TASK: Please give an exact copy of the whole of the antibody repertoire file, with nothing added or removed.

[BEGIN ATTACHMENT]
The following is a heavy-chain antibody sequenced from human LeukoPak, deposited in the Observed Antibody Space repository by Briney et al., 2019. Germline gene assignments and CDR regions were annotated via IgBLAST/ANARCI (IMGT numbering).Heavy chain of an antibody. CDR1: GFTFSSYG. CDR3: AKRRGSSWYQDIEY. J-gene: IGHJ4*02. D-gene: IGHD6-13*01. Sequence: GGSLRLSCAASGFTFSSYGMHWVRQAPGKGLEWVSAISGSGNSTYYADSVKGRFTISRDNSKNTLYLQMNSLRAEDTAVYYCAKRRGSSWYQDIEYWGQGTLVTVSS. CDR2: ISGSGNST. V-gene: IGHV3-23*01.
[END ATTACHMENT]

The following is a heavy-chain antibody sequenced from human LeukoPak, deposited in the Observed Antibody Space repository by Briney et al., 2019. Germline gene assignments and CDR regions were annotated via IgBLAST/ANARCI (IMGT numbering).Heavy chain of an antibody. CDR1: GFTFSSYG. CDR3: AKRRGSSWYQDIEY. J-gene: IGHJ4*02. D-gene: IGHD6-13*01. Sequence: GGSLRLSCAASGFTFSSYGMHWVRQAPGKGLEWVSAISGSGNSTYYADSVKGRFTISRDNSKNTLYLQMNSLRAEDTAVYYCAKRRGSSWYQDIEYWGQGTLVTVSS. CDR2: ISGSGNST. V-gene: IGHV3-23*01.